A highly critical vulnerability in Sun Microsystems Inc.s Java plug-in has been discovered by a Finnish security consultant. The vulnerability could potentially allow a Web page to turn off Javas security feature and execute malicious code on a compromised machine.
The vulnerability affects JRE (Java Runtime Environment) Versions 1.4.2_05 and prior, Versions 1.4.1 and 1.4.0, and Version 1.3.1_12 and prior, running on Windows, Solaris and Linux. JRE Versions 1.4.2_06 and 1.3.1_13 and later are unaffected, and Sun recommends that all users upgrade their Java installations as soon as possible in order to avoid this vulnerability. Third-party JVMs (Java Virtual Machines), such as Microsoft Corp.s, are not affected.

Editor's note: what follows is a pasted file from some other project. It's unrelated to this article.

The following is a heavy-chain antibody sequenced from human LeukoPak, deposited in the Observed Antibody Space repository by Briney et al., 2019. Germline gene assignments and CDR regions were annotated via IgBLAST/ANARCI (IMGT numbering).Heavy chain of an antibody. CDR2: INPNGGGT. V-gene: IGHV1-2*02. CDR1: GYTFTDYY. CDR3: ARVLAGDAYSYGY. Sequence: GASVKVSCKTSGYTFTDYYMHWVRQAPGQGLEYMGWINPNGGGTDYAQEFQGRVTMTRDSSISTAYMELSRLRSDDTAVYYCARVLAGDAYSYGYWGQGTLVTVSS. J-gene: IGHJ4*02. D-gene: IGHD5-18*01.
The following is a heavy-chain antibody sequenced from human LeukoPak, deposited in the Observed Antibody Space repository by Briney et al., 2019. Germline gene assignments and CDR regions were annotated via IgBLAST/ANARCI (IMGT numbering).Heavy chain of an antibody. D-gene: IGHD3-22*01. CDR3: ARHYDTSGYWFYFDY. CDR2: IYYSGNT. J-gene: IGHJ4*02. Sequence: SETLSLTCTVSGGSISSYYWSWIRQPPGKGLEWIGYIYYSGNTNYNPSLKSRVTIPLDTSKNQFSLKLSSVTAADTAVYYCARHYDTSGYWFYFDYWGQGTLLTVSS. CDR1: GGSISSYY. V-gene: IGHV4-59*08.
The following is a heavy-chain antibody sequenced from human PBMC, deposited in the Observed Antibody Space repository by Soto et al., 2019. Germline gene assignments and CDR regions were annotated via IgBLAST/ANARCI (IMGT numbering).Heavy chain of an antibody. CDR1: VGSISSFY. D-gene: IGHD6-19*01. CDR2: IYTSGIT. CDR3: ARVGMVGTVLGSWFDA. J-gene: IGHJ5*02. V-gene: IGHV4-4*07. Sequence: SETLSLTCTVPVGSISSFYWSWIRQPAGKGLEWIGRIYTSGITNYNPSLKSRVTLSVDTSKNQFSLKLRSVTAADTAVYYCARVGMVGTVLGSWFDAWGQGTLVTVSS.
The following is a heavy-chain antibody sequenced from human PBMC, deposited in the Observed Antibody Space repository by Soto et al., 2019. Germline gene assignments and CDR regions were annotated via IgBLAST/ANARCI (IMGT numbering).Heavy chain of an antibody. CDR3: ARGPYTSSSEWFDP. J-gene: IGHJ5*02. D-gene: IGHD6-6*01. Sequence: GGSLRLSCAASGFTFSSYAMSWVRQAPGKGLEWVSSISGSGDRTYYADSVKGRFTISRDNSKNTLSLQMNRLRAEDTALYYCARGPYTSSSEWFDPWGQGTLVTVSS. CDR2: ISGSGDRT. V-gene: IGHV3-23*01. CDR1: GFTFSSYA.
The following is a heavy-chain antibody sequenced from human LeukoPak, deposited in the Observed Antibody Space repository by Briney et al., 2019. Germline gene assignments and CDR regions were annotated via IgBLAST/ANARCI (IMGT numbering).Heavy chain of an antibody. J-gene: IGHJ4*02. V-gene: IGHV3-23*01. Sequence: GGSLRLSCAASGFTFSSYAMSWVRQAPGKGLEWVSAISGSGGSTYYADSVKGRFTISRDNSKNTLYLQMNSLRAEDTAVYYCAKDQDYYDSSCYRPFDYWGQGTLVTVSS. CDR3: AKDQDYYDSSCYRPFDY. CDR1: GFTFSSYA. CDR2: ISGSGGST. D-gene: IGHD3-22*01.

Once the sandbox restrictions are disabled, a malicious Java applet could be used to compromise the system. The applet would have the same privileges as the logged-in user, which would mean that a malicious applet could have access to the local machine and any connected networks. In theory, a malicious applet could go on to download and install other applications as well.
According to security specialist iDefense Inc., which coordinated the release of the issue, this ability to compromise the sandbox is what makes this issue stand out. iDefense Director Michael Sutton said that "normally, you should not be able to access anything outside the sandbox, and this vulnerability allows you to do so."
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